“Sub-sections (1) and (2) of Section 276C deal with two different situations. Sub-section (1) deals with 'evasion of tax, penalty or interest chargeable or imposable under the Act'. Therefore, evidently, what is contemplated is evasion before charging or imposing tax, penalty or interest. That may include wilful suppression in the returns before assessment and completion. But sub-section (2) deals with evading 'the payment of tax, penalty or interest under the Act'. The words 'chargeable' or 'imposable' are not there. What sub-section (2) says is 'without prejudice to any penalty that may be imposable on him under any other provision of this Act, be punishable.....'. Therefore, evidently, sub-section (2) takes in cases of tax evasion after 'charging' or 'imposition'. Evasion after completion of assessment also comes within the operation of the sub-section. We are concerned in these cases with such alleged evasion.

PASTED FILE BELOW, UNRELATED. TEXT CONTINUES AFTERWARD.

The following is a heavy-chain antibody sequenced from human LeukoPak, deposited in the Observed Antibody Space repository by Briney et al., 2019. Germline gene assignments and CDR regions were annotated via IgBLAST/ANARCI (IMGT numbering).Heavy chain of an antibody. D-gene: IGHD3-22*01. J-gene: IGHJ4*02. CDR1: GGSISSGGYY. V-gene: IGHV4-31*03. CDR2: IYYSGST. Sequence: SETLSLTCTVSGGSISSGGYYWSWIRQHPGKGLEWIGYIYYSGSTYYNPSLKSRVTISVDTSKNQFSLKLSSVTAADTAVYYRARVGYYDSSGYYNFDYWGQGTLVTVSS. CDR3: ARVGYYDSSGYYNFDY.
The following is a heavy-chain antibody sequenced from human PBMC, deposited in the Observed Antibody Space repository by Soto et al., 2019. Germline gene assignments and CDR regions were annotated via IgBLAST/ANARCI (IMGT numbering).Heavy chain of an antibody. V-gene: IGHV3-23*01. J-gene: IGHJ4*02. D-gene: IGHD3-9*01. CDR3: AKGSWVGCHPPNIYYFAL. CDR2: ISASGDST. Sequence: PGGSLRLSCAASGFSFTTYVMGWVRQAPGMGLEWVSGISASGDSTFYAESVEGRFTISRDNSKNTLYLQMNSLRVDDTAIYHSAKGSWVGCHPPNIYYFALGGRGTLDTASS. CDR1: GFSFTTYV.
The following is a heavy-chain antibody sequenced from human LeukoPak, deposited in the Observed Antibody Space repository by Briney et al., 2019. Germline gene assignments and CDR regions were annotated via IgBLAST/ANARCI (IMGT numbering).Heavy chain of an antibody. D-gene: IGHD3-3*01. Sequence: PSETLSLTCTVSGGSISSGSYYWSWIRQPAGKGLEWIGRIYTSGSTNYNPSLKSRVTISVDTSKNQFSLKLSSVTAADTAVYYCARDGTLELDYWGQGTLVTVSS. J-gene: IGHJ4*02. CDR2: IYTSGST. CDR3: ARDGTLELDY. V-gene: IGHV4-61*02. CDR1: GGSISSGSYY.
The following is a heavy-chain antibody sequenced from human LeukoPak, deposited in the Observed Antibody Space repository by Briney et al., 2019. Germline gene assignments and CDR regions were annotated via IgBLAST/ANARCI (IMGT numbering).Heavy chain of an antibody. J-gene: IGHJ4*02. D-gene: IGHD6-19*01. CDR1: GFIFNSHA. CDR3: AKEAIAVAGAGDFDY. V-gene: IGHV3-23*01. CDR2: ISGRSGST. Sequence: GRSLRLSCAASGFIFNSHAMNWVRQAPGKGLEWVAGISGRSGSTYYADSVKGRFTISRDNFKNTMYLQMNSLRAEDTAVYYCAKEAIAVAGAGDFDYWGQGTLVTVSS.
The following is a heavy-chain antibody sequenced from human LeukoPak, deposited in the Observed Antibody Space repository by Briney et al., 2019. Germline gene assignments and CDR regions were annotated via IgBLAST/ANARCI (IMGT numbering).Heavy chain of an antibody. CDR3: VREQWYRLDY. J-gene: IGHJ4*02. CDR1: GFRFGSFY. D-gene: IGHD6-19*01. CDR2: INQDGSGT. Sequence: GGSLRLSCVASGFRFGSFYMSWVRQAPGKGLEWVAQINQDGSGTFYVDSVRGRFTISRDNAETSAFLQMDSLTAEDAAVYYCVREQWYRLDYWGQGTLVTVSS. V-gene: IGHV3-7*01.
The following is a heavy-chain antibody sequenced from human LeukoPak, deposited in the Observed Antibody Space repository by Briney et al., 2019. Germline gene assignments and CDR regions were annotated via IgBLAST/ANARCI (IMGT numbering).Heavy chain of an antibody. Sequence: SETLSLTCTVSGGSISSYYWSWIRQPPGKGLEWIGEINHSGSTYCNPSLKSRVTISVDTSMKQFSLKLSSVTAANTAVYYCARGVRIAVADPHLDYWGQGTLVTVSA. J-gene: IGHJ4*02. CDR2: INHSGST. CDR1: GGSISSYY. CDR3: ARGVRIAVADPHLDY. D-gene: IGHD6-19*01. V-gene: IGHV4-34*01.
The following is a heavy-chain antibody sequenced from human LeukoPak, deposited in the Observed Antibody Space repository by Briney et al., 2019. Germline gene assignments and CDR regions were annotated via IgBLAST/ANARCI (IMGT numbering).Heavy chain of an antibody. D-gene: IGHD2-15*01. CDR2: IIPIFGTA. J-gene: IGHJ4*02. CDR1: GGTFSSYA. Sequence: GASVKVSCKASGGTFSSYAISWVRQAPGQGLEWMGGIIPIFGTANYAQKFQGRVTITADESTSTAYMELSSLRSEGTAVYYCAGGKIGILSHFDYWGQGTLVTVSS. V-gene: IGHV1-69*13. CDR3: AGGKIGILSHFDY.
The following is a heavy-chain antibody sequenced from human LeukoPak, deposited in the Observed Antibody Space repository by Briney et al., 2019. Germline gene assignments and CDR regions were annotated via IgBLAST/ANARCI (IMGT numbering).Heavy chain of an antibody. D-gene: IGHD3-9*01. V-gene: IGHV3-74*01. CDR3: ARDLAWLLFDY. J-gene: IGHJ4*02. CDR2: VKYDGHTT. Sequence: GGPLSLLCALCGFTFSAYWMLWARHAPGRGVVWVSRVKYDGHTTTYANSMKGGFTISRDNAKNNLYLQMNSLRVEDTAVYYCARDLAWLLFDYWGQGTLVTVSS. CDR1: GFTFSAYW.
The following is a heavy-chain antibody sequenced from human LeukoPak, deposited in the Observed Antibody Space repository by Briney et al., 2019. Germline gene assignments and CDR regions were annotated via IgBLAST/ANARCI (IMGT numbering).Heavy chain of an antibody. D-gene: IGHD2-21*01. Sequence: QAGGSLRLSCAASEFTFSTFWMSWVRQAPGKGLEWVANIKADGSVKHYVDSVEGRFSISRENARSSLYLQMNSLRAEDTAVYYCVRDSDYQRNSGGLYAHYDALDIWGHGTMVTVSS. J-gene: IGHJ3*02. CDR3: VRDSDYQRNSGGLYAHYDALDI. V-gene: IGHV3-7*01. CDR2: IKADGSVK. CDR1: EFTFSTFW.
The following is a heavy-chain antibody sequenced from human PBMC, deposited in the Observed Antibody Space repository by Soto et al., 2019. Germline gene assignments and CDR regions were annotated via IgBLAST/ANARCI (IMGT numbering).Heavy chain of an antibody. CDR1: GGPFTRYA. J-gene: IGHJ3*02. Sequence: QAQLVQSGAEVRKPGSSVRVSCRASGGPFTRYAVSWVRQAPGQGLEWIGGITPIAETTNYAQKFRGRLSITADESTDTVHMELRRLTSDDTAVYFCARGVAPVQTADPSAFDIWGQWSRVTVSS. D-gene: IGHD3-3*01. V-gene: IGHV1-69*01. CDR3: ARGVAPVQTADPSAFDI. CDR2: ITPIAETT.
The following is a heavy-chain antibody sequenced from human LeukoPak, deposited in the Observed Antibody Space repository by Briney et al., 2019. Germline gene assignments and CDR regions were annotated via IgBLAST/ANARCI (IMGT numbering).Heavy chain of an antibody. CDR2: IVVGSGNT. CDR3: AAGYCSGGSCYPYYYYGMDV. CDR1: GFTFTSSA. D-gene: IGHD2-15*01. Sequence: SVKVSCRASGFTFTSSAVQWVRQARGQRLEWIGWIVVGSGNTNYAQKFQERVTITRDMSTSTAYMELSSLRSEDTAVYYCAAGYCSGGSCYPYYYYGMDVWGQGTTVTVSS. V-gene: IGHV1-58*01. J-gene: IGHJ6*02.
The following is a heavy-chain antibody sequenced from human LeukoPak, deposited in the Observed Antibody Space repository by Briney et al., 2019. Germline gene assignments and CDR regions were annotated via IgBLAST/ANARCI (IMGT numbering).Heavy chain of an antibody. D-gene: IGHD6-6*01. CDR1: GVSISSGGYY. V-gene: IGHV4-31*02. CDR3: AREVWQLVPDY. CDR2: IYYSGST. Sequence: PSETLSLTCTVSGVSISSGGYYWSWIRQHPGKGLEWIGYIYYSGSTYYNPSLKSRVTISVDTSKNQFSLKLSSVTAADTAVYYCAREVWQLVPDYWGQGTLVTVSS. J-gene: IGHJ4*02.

What the Explanation to Section 276C deals with is “wilful attempt to evade any tax, penalty or interest chargeable or imposable under this Act or payment thereof” contemplated by sub-section (1) and not “payment of any tax, penalty or interest under this Act' as contemplated in subsection (2). Therefore, the Explanation concerns only subsection (1) and not sub-section (2). Further the Explanation is only inclusive and not exhaustive. Item (iv) of the Explanation also makes this position clear. Sub-section (2) is so clear that at any rate it takes in the cases of evasion of tax, penalty or interest after assessments were made. Avoidance of tax is avoidance of tax liability under some manner as distinguished from evasion of tax whether before or after charging or imposition. It is not illegal as distinguished from penal evasion. Section 276C(2) deals with evasion after quantification. It becomes applicable only after income is assessed and the assessee attempts to evade payment.”
3. Section 276 C of the Income Tax Act is extracted below for reference :